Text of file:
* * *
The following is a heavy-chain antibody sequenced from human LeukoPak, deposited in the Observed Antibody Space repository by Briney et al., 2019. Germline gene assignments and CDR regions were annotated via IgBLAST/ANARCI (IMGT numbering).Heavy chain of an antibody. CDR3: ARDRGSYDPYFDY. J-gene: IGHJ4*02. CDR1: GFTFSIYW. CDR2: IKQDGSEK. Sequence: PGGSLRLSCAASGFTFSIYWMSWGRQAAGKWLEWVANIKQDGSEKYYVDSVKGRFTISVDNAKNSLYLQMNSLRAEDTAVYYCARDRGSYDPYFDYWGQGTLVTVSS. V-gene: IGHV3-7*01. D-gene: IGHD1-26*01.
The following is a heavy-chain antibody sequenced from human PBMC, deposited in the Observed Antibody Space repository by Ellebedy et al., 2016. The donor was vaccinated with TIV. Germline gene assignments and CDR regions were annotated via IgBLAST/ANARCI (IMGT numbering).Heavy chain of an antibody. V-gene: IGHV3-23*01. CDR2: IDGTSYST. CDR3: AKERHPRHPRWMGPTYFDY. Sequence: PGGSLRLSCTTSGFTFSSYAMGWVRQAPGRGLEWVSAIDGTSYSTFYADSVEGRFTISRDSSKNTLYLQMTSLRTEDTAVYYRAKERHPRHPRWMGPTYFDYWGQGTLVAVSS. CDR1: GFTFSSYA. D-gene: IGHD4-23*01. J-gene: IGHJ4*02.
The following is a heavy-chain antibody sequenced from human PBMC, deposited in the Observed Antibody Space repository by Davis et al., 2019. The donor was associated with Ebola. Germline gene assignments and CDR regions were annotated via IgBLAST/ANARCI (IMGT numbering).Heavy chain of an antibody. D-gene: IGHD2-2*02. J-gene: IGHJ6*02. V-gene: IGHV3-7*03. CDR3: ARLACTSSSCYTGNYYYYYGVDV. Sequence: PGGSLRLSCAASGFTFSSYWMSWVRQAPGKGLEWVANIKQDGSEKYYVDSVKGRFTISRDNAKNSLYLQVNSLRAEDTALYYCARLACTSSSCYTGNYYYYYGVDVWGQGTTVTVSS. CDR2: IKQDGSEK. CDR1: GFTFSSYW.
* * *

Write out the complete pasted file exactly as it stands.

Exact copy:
The following is a heavy-chain antibody sequenced from human LeukoPak, deposited in the Observed Antibody Space repository by Briney et al., 2019. Germline gene assignments and CDR regions were annotated via IgBLAST/ANARCI (IMGT numbering).Heavy chain of an antibody. CDR3: ARDRGSYDPYFDY. J-gene: IGHJ4*02. CDR1: GFTFSIYW. CDR2: IKQDGSEK. Sequence: PGGSLRLSCAASGFTFSIYWMSWGRQAAGKWLEWVANIKQDGSEKYYVDSVKGRFTISVDNAKNSLYLQMNSLRAEDTAVYYCARDRGSYDPYFDYWGQGTLVTVSS. V-gene: IGHV3-7*01. D-gene: IGHD1-26*01.
The following is a heavy-chain antibody sequenced from human PBMC, deposited in the Observed Antibody Space repository by Ellebedy et al., 2016. The donor was vaccinated with TIV. Germline gene assignments and CDR regions were annotated via IgBLAST/ANARCI (IMGT numbering).Heavy chain of an antibody. V-gene: IGHV3-23*01. CDR2: IDGTSYST. CDR3: AKERHPRHPRWMGPTYFDY. Sequence: PGGSLRLSCTTSGFTFSSYAMGWVRQAPGRGLEWVSAIDGTSYSTFYADSVEGRFTISRDSSKNTLYLQMTSLRTEDTAVYYRAKERHPRHPRWMGPTYFDYWGQGTLVAVSS. CDR1: GFTFSSYA. D-gene: IGHD4-23*01. J-gene: IGHJ4*02.
The following is a heavy-chain antibody sequenced from human PBMC, deposited in the Observed Antibody Space repository by Davis et al., 2019. The donor was associated with Ebola. Germline gene assignments and CDR regions were annotated via IgBLAST/ANARCI (IMGT numbering).Heavy chain of an antibody. D-gene: IGHD2-2*02. J-gene: IGHJ6*02. V-gene: IGHV3-7*03. CDR3: ARLACTSSSCYTGNYYYYYGVDV. Sequence: PGGSLRLSCAASGFTFSSYWMSWVRQAPGKGLEWVANIKQDGSEKYYVDSVKGRFTISRDNAKNSLYLQVNSLRAEDTALYYCARLACTSSSCYTGNYYYYYGVDVWGQGTTVTVSS. CDR2: IKQDGSEK. CDR1: GFTFSSYW.